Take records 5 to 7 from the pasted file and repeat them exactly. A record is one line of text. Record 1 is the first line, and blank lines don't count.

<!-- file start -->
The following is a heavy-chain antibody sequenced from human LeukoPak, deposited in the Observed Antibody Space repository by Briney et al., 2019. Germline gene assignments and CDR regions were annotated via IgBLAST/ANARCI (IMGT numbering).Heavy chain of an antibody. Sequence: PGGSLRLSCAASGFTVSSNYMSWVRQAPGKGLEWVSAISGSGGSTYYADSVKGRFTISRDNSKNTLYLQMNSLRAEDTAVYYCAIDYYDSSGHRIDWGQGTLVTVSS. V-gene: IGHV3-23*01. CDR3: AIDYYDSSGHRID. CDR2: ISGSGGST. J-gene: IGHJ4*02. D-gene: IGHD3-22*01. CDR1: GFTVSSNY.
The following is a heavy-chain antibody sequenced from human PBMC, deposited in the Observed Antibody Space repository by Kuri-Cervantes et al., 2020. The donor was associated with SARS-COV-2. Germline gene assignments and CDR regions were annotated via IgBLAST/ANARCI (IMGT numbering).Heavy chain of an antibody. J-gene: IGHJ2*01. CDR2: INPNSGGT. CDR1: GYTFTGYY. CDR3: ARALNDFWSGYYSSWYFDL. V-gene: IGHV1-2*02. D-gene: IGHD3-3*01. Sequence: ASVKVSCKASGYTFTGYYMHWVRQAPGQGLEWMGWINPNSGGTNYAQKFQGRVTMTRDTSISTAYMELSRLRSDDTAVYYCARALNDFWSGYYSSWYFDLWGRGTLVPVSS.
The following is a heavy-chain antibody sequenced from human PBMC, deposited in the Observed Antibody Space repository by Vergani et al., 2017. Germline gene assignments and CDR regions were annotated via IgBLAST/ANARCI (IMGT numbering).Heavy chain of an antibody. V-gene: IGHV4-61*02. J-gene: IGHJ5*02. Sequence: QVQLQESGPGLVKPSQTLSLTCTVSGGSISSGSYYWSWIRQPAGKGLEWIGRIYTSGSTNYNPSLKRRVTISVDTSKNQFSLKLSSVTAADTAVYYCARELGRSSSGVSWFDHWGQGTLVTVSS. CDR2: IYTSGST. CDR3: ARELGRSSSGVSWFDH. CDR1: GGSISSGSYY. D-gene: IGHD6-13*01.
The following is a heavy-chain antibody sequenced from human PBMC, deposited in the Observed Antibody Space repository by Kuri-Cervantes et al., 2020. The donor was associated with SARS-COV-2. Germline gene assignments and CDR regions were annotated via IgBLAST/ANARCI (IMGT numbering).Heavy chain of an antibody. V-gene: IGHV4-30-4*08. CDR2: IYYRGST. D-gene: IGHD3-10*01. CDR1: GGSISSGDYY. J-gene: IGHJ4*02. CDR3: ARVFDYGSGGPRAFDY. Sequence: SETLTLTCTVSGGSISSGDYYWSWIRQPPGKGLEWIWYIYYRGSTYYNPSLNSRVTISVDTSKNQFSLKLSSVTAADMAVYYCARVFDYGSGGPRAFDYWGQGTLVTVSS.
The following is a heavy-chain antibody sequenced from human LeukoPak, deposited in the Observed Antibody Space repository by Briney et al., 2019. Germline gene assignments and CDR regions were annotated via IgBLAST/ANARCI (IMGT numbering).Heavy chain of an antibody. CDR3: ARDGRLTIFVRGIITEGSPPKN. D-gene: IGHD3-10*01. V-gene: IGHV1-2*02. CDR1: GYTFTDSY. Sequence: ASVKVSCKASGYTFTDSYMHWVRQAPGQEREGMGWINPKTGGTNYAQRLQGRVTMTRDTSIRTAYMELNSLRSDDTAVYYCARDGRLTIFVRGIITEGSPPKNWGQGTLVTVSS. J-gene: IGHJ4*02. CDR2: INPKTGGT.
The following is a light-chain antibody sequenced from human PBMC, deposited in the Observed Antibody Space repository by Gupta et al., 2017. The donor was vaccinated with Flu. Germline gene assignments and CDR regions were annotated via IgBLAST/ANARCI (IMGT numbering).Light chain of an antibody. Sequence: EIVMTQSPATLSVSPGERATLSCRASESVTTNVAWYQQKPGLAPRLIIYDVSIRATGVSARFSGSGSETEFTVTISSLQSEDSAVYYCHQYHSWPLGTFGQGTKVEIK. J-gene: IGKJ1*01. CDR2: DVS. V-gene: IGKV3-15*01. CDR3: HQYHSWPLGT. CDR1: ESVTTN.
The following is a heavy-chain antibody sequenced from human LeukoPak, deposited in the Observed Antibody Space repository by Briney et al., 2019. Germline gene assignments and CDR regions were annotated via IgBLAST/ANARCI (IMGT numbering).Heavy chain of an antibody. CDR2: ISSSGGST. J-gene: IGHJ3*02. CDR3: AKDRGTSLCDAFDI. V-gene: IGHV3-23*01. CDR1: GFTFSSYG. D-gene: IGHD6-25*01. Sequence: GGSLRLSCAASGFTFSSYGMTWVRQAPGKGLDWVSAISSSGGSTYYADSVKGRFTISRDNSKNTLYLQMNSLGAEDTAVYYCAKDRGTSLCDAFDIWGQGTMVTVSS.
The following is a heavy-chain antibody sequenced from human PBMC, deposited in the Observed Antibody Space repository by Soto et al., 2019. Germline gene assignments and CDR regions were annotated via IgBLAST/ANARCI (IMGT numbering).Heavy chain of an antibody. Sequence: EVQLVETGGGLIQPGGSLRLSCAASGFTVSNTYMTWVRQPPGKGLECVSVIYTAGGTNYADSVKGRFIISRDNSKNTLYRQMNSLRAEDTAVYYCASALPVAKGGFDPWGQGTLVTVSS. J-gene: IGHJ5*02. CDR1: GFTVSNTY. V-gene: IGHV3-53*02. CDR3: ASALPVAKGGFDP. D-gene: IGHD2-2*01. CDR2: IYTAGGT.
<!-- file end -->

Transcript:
The following is a heavy-chain antibody sequenced from human LeukoPak, deposited in the Observed Antibody Space repository by Briney et al., 2019. Germline gene assignments and CDR regions were annotated via IgBLAST/ANARCI (IMGT numbering).Heavy chain of an antibody. CDR3: ARDGRLTIFVRGIITEGSPPKN. D-gene: IGHD3-10*01. V-gene: IGHV1-2*02. CDR1: GYTFTDSY. Sequence: ASVKVSCKASGYTFTDSYMHWVRQAPGQEREGMGWINPKTGGTNYAQRLQGRVTMTRDTSIRTAYMELNSLRSDDTAVYYCARDGRLTIFVRGIITEGSPPKNWGQGTLVTVSS. J-gene: IGHJ4*02. CDR2: INPKTGGT.
The following is a light-chain antibody sequenced from human PBMC, deposited in the Observed Antibody Space repository by Gupta et al., 2017. The donor was vaccinated with Flu. Germline gene assignments and CDR regions were annotated via IgBLAST/ANARCI (IMGT numbering).Light chain of an antibody. Sequence: EIVMTQSPATLSVSPGERATLSCRASESVTTNVAWYQQKPGLAPRLIIYDVSIRATGVSARFSGSGSETEFTVTISSLQSEDSAVYYCHQYHSWPLGTFGQGTKVEIK. J-gene: IGKJ1*01. CDR2: DVS. V-gene: IGKV3-15*01. CDR3: HQYHSWPLGT. CDR1: ESVTTN.
The following is a heavy-chain antibody sequenced from human LeukoPak, deposited in the Observed Antibody Space repository by Briney et al., 2019. Germline gene assignments and CDR regions were annotated via IgBLAST/ANARCI (IMGT numbering).Heavy chain of an antibody. CDR2: ISSSGGST. J-gene: IGHJ3*02. CDR3: AKDRGTSLCDAFDI. V-gene: IGHV3-23*01. CDR1: GFTFSSYG. D-gene: IGHD6-25*01. Sequence: GGSLRLSCAASGFTFSSYGMTWVRQAPGKGLDWVSAISSSGGSTYYADSVKGRFTISRDNSKNTLYLQMNSLGAEDTAVYYCAKDRGTSLCDAFDIWGQGTMVTVSS.